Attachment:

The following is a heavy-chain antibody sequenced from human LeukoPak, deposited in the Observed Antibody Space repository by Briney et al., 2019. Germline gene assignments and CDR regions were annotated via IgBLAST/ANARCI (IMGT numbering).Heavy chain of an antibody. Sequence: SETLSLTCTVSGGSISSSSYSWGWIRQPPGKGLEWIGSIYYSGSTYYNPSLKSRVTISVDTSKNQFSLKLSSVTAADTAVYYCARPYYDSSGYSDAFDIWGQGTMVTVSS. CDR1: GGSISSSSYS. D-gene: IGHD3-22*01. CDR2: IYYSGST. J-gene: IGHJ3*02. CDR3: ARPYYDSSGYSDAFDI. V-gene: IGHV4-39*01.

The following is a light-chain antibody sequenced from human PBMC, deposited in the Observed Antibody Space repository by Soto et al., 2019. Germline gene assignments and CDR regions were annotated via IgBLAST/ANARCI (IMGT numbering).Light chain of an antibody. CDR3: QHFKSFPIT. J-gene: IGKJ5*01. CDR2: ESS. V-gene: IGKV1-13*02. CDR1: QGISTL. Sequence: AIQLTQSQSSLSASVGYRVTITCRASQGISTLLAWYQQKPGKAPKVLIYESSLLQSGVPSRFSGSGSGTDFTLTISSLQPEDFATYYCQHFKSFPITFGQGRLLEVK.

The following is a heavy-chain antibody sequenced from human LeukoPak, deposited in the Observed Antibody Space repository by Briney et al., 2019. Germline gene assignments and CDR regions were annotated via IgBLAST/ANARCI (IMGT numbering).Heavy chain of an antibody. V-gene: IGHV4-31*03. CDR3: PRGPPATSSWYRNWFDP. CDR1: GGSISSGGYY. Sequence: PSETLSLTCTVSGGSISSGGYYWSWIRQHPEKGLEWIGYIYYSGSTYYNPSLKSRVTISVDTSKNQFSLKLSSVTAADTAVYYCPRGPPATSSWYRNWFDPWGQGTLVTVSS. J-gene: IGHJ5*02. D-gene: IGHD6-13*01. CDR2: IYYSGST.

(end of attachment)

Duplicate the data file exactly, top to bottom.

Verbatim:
The following is a heavy-chain antibody sequenced from human LeukoPak, deposited in the Observed Antibody Space repository by Briney et al., 2019. Germline gene assignments and CDR regions were annotated via IgBLAST/ANARCI (IMGT numbering).Heavy chain of an antibody. Sequence: SETLSLTCTVSGGSISSSSYSWGWIRQPPGKGLEWIGSIYYSGSTYYNPSLKSRVTISVDTSKNQFSLKLSSVTAADTAVYYCARPYYDSSGYSDAFDIWGQGTMVTVSS. CDR1: GGSISSSSYS. D-gene: IGHD3-22*01. CDR2: IYYSGST. J-gene: IGHJ3*02. CDR3: ARPYYDSSGYSDAFDI. V-gene: IGHV4-39*01.

The following is a light-chain antibody sequenced from human PBMC, deposited in the Observed Antibody Space repository by Soto et al., 2019. Germline gene assignments and CDR regions were annotated via IgBLAST/ANARCI (IMGT numbering).Light chain of an antibody. CDR3: QHFKSFPIT. J-gene: IGKJ5*01. CDR2: ESS. V-gene: IGKV1-13*02. CDR1: QGISTL. Sequence: AIQLTQSQSSLSASVGYRVTITCRASQGISTLLAWYQQKPGKAPKVLIYESSLLQSGVPSRFSGSGSGTDFTLTISSLQPEDFATYYCQHFKSFPITFGQGRLLEVK.

The following is a heavy-chain antibody sequenced from human LeukoPak, deposited in the Observed Antibody Space repository by Briney et al., 2019. Germline gene assignments and CDR regions were annotated via IgBLAST/ANARCI (IMGT numbering).Heavy chain of an antibody. V-gene: IGHV4-31*03. CDR3: PRGPPATSSWYRNWFDP. CDR1: GGSISSGGYY. Sequence: PSETLSLTCTVSGGSISSGGYYWSWIRQHPEKGLEWIGYIYYSGSTYYNPSLKSRVTISVDTSKNQFSLKLSSVTAADTAVYYCPRGPPATSSWYRNWFDPWGQGTLVTVSS. J-gene: IGHJ5*02. D-gene: IGHD6-13*01. CDR2: IYYSGST.